Developing pro-poor markets for environmental services in the Philippines

This study reviews the various initiatives in the Philippines to develop markets for different types of environmental service, and also discusses the institutional support mechanisms that have emerged. It identifies a number of market initiatives already in operation, mostly in the form of entrance fees to national parks, but shows that for other types of environmental service, much preparatory work for market development has been done, including valuation studies and proposals for payment mechanisms. Government involvement has been key to market development in the Philippines but there have also been some community based initiatives. The study tests a framework for evaluating and monitoring markets for environmental services in two cases: a protected area and a Department of Energy reforestation and environmental management fund. The conclusion drawn is that environmental investments are unlikely to be made unless the basic social needs of communities are met.

Environmental Service 'Payments': Experiences, Constraints and Potential in The Philippines

This case study "reviews the form of incentives or rewards that have been provided to upland communities in a number of sites under different management leadership in the Philippines. It also discusses what the upland farmers have to do in return for these rewards. The goal of such a review is to evaluate what elements are present in these communities that will support an environmental reward system and in the process, assess the potential of the case study sites for inclusion in RUPES."

Reinventing Conservation: A Practitioner's View

This chapter claims that we are living in a time of opportunity, as conservation stewardship evolves from a historical emphasis on objectives dealing with efficiency, development of material resources, and preservation of selected wildlands, to an emphasis on objectives more closely tied to public amenity, quality of life, social equity, and civil society. There is also a concurrent devolution of centralized decision making, led by government, to a more pluralistic, community-based process, driven by private or multi-sector initiatives.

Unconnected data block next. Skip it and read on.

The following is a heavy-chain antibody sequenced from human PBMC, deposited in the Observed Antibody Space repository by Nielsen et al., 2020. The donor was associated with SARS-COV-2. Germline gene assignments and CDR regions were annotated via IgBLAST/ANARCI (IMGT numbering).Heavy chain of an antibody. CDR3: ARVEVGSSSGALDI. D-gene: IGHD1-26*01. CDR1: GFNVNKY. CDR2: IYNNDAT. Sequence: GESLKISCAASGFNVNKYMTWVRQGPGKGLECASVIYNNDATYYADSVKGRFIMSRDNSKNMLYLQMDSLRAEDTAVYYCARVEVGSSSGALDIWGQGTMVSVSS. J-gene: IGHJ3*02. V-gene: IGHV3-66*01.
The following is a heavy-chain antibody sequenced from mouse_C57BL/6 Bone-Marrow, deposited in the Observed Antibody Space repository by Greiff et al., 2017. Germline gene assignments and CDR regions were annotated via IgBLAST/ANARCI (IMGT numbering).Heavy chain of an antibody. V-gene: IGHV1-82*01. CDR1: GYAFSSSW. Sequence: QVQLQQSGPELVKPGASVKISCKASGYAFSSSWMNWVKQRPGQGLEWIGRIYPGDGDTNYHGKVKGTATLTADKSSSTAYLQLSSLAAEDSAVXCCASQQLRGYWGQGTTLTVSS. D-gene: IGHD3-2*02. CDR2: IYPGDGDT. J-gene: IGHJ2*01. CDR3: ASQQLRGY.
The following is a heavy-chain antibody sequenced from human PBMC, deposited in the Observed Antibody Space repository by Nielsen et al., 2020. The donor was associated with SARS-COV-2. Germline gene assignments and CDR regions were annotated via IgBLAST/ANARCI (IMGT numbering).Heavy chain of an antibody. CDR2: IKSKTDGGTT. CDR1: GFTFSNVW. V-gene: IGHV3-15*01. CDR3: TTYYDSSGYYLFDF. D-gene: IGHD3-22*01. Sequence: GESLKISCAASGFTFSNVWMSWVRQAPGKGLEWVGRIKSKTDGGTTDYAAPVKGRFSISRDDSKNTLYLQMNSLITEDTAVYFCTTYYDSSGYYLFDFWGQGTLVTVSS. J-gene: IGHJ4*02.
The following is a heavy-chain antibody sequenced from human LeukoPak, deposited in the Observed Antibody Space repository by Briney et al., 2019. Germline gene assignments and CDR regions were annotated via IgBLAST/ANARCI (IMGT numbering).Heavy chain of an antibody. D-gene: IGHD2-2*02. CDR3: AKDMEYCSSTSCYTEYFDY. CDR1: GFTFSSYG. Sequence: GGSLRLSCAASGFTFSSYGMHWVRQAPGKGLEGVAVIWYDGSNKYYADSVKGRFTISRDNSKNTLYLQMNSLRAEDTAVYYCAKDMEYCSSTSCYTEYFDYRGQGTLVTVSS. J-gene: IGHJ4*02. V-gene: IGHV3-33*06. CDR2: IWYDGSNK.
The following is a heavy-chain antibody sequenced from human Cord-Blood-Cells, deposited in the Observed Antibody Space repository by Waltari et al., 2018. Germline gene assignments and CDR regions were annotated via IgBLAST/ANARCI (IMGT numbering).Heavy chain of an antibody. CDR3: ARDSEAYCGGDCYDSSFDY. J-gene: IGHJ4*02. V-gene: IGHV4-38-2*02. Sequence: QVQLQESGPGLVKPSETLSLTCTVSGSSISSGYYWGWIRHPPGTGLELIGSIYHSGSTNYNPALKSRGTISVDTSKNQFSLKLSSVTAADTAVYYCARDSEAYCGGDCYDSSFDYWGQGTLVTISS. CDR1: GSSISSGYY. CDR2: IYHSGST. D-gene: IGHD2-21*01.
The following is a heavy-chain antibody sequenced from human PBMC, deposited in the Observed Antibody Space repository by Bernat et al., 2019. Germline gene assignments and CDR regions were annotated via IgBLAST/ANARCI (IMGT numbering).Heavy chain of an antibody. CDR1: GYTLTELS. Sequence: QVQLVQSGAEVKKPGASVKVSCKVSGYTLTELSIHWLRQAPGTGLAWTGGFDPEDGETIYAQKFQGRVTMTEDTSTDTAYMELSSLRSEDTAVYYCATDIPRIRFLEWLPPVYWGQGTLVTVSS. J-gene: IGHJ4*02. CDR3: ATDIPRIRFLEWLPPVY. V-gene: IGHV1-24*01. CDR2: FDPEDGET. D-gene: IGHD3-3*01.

Making Conservation Profitable

A great review of the main points of their book "The New Economy of Nature." This article covers some of the emerging markets in ecosystem services and the people involved.

When Nature Goes Public: The Making and Unmaking of Bioprospecting in Mexico

"Cori Hayden tracks bioprospecting's contentious new promise–and the contradictory activities generated in its name. Focusing on a contract involving Mexico's National Autonomous University, Hayden examines the practices through which researchers, plant vendors, rural collectors, indigenous cooperatives, and other actors put prospecting to work. By paying unique attention to scientific research, she provides a key to understanding which people and plants are included in the promise of 'selling biodiversity to save it'–and which are not. And she considers the consequences of linking scientific research and rural 'enfranchisement' to the logics of intellectual property."

Nature 'pays biggest dividends'

Researchers describe how the cash return from conserving wild places is far higher than the gains made from developing them.

Instruments for Climate Policy

The Kyoto Protocol introduced international flexible mechanisms into climate policy and, since then, the design and most effective use of flexible instruments have become key areas for climate policy research. The book Instruments for Climate Policy focuses on the economic and political aspects related to the recent proposals and the debate on limits in flexibility, and discusses EU and US perspectives on climate policy instruments and strategies.

Selling Forest Environmental Services: Market-based Mechanisms for Conservation and Development

Two environmental economists with the International Institute for Environment and Development and Pagiola (an environmental economist with the World Bank) are the editors and among the authors of this collection of 15 essays in this book. The papers present case studies of the application of market-based mechanisms for watershed management, biodiversity, forest carbon, and other resources, in countries that include the US, Canada, Australia, India, Costa Rica, Ecuador, Chile, Panama, and Brazil. The book demonstrates how payment systems can be established in practice, their effectiveness and their implications for the poor.

The Potential of U.S. Forest Soils to Sequester Carbon and Mitigate the Greenhouse Effect